In that way, the Cairngorms is very different from other parks of such ecological significance. There are protections for wildlife and woodland in place, however, there is also the recognition that private land will continue to be used commercially. The park takes a sustainable approach to land use and is going further by attempting to reverse the negative effects on already endangered animals and damaged woodlands.

With over 100 landowners, including gamekeepers, farmers, tourism operators, conservation charities and government bodies, there is the need for a strong partnership to make this work. To avoid conservationists constantly clashing with hunting lodges, or tour operator at odds with farmers, the Cairngorms National Park Authority (CPNA) and Scottish National Heritage (SNH) are two government bodies responsible for planning and implementing park development strategies and Cairngorms Nature generally pulls the conservation partnership together.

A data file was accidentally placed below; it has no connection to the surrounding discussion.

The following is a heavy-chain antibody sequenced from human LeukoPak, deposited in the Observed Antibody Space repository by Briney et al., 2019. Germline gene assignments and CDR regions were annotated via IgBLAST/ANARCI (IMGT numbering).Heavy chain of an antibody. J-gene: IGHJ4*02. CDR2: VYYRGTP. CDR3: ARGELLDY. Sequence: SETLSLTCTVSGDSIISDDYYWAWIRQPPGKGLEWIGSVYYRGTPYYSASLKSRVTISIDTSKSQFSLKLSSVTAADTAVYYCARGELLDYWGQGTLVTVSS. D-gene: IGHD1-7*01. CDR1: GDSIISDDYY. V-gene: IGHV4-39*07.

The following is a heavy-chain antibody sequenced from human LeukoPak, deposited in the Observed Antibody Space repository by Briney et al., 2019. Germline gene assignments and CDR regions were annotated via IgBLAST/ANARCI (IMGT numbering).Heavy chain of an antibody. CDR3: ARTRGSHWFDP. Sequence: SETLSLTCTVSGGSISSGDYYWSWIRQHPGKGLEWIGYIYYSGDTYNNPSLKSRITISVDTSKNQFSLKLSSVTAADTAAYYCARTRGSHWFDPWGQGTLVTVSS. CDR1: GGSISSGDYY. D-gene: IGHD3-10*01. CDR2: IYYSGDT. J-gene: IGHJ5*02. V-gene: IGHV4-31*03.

Through Ancient Woodland

"Caledonia" was the Roman word for Scotland. Meaning "wooded heights", the name indicates the countryside was once covered with forest. Over time the lands were cleared for logging and grazing, non-native species of plants and animals were introduced and predatory native animals were aggressively culled, decimating Scotland's forests.

Yet all over the Cairngorms pockets of ancient woodlands of birch, oak, pine, rowan, juniper, willow and aspen remain intact. The Park actually has the largest native (semi-natural and ancient) woodlands in the United Kingdom.

The Park actually has the largest native (semi-natural and ancient) woodlands in the United Kingdom.

It is also home to a quarter of the UK's endangered wildlife species. In 2015, the CNPA identified 26 species of animal, plant and invertebrate as a "priority" for research and protection. These included the endangered Scottish Wildcat, Golden Eagle and Capercaillie.

One of the challenges conservation faces is the protection of species through the expansion of their habitat. For the Cairngorms, restoration of the woodlands by removing non-native plants and replanting with natives is only part of the plan. They also envisage, by using woodland corridors to link a network of forests, they will create pathways for migrating animals that could, in theory, allow wildlife to trek from one side of the park to the other. This has the effect of vastly increasing the range, food sources and reproduction opportunities for wildlife otherwise cut off in lonely pockets of forest.

Paths of Snow & Ice - An ongoing connection to the landscape

Anywhere you go in the park, whether on foot, mountain bike or kayak it is likely someone has been before you.